Mike Grigg [Elite Auctions] held three real estate auctions on Saturday, June 30. I attended them to see how he was getting along, and get along he did! The three properties totaled nearly $750,000... Congratulations to Mike as he did a great job promoting and calling the bids at the auctions.

While I was driving around the area of Mike's auction I noticed at least 25 for sale signs with “price reduced” on them from various realty companies. About half of them had open house signs. Well need I tell you the power of an auction and the sense of urgency they create? There was absolutely no one at the other listed homes but when I arrived at the auction there were cars parked three blocks away. There was over 100 people in attendance at the auction waiting to compete on the house with no contingencies or incentives offered. Mike sold the house in less than 10 minutes after being on the market with a realtor for a year. The house sold for 398,000 which was fair market value for the area. At least five other individuals approached Mike after the sale to see if he could sell their homes by auction. I will say it again, if you are a realtor you should know how to offer auctions to your sellers and how to co-op with an auctioneer. It will make you money.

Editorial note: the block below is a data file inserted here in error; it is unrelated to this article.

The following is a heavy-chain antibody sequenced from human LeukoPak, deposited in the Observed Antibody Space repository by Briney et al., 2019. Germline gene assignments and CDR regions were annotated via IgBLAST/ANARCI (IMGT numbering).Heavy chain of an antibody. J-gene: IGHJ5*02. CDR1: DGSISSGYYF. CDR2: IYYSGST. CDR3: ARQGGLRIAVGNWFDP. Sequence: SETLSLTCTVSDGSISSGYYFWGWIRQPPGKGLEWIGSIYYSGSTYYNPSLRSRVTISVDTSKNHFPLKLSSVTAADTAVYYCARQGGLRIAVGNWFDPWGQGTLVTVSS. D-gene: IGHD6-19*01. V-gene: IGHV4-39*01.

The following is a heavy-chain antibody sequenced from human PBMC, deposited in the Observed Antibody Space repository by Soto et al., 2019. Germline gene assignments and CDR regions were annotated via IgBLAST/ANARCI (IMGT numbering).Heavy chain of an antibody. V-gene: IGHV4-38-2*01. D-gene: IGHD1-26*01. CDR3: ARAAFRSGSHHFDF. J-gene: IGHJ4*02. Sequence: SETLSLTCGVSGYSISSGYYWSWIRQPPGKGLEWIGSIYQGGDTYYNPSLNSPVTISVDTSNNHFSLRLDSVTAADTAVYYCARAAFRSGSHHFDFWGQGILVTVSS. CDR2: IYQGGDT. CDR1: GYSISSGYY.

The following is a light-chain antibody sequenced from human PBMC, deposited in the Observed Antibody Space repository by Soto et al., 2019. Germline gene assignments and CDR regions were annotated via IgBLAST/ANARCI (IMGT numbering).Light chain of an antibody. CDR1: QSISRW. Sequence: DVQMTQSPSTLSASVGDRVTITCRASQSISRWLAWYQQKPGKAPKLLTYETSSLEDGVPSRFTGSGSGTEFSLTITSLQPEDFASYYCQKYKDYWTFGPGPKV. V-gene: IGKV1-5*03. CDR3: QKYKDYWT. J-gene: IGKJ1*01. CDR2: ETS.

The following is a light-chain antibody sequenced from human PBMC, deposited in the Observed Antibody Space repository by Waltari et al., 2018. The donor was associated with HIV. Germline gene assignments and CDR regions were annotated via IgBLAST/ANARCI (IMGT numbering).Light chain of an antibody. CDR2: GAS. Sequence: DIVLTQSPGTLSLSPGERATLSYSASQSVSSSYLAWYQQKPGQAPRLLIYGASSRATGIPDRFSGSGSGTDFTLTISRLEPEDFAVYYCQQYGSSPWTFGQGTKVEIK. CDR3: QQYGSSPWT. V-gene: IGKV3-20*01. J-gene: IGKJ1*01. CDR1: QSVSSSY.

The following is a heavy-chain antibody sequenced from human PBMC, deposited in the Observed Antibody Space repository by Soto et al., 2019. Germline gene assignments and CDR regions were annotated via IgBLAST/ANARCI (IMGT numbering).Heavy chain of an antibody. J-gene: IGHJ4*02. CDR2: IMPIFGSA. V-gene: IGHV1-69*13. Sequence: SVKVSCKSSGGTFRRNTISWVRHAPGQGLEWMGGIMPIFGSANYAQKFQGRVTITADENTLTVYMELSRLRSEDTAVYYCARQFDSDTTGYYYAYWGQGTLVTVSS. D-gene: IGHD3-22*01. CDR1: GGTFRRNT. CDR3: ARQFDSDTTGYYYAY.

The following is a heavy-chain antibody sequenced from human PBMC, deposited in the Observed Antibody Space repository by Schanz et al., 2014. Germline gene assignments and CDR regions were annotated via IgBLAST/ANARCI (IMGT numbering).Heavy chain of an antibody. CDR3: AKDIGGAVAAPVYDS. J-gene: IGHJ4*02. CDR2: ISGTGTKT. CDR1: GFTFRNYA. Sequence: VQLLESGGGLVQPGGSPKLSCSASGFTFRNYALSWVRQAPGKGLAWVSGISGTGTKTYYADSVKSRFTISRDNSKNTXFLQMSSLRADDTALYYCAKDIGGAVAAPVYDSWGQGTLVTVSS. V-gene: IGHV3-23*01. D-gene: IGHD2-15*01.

The Press-Enterprise - October 20, 2006
New On The Block - Auctions are a fast alternative to homes languishing on market

In a real estate market described as tepid at best, sellers are trying something different to drum up excitement and stand out from the crowd. They're putting their homes on an auction block.

… In less than five minutes, the Highland auction was over. Four bidders upped the ante until all but one dropped out. The four-bedroom, three-bath house with swimming pool… sold for $528,000.